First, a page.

June 29, 2010
June 18, 2010
The Ner Tamid in our synagogue was installed in 2000 when the synagogue was rededicated. For me, at least, it was not what I had hoped for, despite being from the 17th century and with its original silver chains. I had hoped that it would have been possible to incorporate in it the iron Magen David that I found in 1957 still attached to one panel of the wrought iron gate of the destroyed Jewish cemetery of Hania in Nea Hora. This panel was being used as a support for a chicken coop. I was able to obtain it with no difficulty and it’s peregrinations began as it accompanied me to Israel (via Athens, London, Marseilles, Haifa) and not long after I began to build the collections of the Jewish Museum of Greece it took up, for me at least, a temporary residence. Alas when I left the Museum in 1993 I did not take it with me which I have regretted as it rightfully belongs here in Hania. Not long after the second arson attack this year a decision was made to a copper lining in the Ehal. Sam (our only Cohen!) had already been working on making the grills that have been installed on the upper part of the walls and after hope for getting the Magen David from Athens came to nothing we decided to use the design that I had made in 1996 (in anticipation of the renovation of the Synagogue) and to complete the Ner Tamid. The lining for the Ehal has now been installed and the original Venetian glass Ner Tamid has been suspended within a very finely made bronze Magen David with six amber pendants.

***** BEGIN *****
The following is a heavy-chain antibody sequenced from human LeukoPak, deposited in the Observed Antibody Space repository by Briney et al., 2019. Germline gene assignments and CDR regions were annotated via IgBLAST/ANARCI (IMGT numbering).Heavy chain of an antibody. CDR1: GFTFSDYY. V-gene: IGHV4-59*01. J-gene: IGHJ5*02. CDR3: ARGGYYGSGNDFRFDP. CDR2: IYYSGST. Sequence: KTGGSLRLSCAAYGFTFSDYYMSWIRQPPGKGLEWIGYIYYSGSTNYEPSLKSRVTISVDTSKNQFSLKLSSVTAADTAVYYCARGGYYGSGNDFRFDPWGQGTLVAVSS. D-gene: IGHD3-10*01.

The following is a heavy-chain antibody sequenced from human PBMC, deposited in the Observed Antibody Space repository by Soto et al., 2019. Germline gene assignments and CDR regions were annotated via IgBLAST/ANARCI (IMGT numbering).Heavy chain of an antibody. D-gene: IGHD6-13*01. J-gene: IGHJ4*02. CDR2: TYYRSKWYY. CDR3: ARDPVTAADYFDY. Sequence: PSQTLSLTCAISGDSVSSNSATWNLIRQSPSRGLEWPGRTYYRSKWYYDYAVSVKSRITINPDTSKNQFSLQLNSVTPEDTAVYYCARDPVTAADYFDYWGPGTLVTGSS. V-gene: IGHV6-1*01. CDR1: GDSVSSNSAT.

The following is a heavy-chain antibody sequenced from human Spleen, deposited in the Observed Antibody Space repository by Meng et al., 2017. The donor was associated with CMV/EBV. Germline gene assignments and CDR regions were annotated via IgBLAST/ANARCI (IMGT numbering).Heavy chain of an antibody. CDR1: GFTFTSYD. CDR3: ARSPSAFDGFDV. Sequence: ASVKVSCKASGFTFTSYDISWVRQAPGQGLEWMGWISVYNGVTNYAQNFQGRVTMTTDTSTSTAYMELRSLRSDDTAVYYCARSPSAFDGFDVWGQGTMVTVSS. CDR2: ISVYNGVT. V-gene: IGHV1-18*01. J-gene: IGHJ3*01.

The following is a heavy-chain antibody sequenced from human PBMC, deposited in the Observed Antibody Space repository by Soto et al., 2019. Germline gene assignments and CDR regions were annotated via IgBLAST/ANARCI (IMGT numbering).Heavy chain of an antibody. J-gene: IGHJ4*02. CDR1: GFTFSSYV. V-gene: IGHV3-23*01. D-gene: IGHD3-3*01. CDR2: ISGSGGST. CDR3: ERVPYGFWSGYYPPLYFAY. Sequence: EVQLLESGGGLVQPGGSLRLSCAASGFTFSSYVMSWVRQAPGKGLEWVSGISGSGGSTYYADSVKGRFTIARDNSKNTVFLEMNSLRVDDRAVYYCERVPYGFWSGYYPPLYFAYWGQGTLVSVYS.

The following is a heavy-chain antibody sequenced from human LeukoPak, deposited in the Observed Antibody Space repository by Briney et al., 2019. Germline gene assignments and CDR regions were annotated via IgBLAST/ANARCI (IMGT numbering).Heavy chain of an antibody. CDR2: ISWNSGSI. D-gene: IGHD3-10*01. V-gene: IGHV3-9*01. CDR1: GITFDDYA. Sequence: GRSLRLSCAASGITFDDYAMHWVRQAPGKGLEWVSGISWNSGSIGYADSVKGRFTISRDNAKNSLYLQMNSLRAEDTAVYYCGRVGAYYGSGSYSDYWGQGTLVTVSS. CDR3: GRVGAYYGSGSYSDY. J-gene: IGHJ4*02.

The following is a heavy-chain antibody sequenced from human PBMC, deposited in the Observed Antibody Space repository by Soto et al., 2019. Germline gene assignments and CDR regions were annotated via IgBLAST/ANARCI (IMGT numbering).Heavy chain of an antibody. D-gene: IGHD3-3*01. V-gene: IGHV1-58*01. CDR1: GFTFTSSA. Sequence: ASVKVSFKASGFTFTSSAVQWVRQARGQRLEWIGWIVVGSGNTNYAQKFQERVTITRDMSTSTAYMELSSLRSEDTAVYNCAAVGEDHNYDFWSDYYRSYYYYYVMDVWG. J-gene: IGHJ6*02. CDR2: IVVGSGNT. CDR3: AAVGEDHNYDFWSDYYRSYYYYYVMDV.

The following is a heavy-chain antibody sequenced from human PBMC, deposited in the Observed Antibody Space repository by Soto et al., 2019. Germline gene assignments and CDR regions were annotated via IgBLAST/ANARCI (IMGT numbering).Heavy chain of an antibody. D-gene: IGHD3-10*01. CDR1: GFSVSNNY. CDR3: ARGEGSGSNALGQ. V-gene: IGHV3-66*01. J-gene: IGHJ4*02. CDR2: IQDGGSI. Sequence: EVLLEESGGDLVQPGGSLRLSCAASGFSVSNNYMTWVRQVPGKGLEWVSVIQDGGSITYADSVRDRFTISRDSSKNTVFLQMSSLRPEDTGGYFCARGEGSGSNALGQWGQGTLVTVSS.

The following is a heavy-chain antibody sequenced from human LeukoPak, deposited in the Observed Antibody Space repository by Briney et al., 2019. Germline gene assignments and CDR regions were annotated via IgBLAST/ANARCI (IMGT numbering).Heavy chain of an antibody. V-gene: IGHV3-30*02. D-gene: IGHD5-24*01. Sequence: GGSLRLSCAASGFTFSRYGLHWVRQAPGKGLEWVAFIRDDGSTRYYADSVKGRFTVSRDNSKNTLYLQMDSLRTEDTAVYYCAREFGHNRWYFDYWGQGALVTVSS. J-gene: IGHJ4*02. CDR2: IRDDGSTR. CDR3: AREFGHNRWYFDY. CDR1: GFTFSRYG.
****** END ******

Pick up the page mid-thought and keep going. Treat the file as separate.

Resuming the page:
In early June we had a festive wedding in the Synagogue. Since last year plans had been afoot for this event and though there were some initial halachic and even canonical problems we broached these with no difficulty. The couple, Mathieu and Alexandra Touboul of Paris and we avoided the question of a proper Jewish wedding (with ketubah etc.) by concentrating on the Seven Blessings. The couple had been married according to French law and so what we envisaged doing was some ritual that would indicate the Abrahamic tradition. Mathieu and Alexandra arrived with a bevy of 49 friends from Paris – all members of the Algerian Jewish community. As Alexandra’s family was originally from Rethymnon her grandmother and several relatives were also in attendance and they all assembled on the Friday evening for Erev Shabbat services - all of them dressed in very chic white outfits. With many of her girlfriends the bride performed a mikveh in the sea at Nea Hora reciting the traditional Hebrew prayer. On the Sunday afternoon our synagogue was packed with even more chic looking Parisians in fine suits and frocks and the bride arrived with her father, Mr N. Flouris, dressed in a fine wedding gown and veiled….quite appropriately late. In front of the ceremonial huppa four friends held up a talleth that symbolizes the tent of Abraham and we brought back an ancient Cretan Jewish custom of having the bride and groom wear floral crowns bound together by a single ribbon. Seven close friends stood in a circle around the bride and groom and formally recited the Seven Blessings (in Hebrew) and these were repeated by everyone in the synagogue – one by one. After the traditional breaking of the glass by the groom everyone assembled in the courtyard to have pre-cocktail drinks. The wedding dinner was held at the Panorama Hotel where they were all staying and much after midnight its swimming pool was filled with our wedding party – save for the children.